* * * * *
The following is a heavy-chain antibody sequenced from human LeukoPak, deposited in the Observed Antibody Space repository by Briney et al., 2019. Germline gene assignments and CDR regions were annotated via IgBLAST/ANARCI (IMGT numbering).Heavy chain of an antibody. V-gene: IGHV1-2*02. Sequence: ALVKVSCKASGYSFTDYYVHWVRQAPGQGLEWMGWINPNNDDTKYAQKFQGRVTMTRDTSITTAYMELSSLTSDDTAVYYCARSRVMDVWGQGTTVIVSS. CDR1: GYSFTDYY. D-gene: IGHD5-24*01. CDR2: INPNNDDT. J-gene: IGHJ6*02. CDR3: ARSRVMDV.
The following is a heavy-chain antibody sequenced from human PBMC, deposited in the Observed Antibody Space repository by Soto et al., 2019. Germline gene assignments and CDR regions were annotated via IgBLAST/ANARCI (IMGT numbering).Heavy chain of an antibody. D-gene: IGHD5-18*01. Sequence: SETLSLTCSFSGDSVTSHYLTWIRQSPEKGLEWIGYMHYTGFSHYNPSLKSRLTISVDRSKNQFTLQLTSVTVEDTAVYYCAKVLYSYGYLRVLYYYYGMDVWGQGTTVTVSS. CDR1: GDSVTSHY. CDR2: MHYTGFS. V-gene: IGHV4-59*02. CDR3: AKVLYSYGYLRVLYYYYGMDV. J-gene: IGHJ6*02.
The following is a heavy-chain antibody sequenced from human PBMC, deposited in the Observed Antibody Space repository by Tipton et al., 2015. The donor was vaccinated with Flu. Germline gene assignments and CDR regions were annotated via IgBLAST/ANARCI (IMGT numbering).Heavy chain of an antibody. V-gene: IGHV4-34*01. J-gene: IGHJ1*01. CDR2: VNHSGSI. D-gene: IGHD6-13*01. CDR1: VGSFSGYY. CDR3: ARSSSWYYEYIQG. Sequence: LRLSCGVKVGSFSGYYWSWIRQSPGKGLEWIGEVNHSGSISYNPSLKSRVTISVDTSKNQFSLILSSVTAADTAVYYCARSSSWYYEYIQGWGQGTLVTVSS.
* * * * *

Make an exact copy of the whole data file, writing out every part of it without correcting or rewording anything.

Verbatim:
The following is a heavy-chain antibody sequenced from human LeukoPak, deposited in the Observed Antibody Space repository by Briney et al., 2019. Germline gene assignments and CDR regions were annotated via IgBLAST/ANARCI (IMGT numbering).Heavy chain of an antibody. V-gene: IGHV1-2*02. Sequence: ALVKVSCKASGYSFTDYYVHWVRQAPGQGLEWMGWINPNNDDTKYAQKFQGRVTMTRDTSITTAYMELSSLTSDDTAVYYCARSRVMDVWGQGTTVIVSS. CDR1: GYSFTDYY. D-gene: IGHD5-24*01. CDR2: INPNNDDT. J-gene: IGHJ6*02. CDR3: ARSRVMDV.
The following is a heavy-chain antibody sequenced from human PBMC, deposited in the Observed Antibody Space repository by Soto et al., 2019. Germline gene assignments and CDR regions were annotated via IgBLAST/ANARCI (IMGT numbering).Heavy chain of an antibody. D-gene: IGHD5-18*01. Sequence: SETLSLTCSFSGDSVTSHYLTWIRQSPEKGLEWIGYMHYTGFSHYNPSLKSRLTISVDRSKNQFTLQLTSVTVEDTAVYYCAKVLYSYGYLRVLYYYYGMDVWGQGTTVTVSS. CDR1: GDSVTSHY. CDR2: MHYTGFS. V-gene: IGHV4-59*02. CDR3: AKVLYSYGYLRVLYYYYGMDV. J-gene: IGHJ6*02.
The following is a heavy-chain antibody sequenced from human PBMC, deposited in the Observed Antibody Space repository by Tipton et al., 2015. The donor was vaccinated with Flu. Germline gene assignments and CDR regions were annotated via IgBLAST/ANARCI (IMGT numbering).Heavy chain of an antibody. V-gene: IGHV4-34*01. J-gene: IGHJ1*01. CDR2: VNHSGSI. D-gene: IGHD6-13*01. CDR1: VGSFSGYY. CDR3: ARSSSWYYEYIQG. Sequence: LRLSCGVKVGSFSGYYWSWIRQSPGKGLEWIGEVNHSGSISYNPSLKSRVTISVDTSKNQFSLILSSVTAADTAVYYCARSSSWYYEYIQGWGQGTLVTVSS.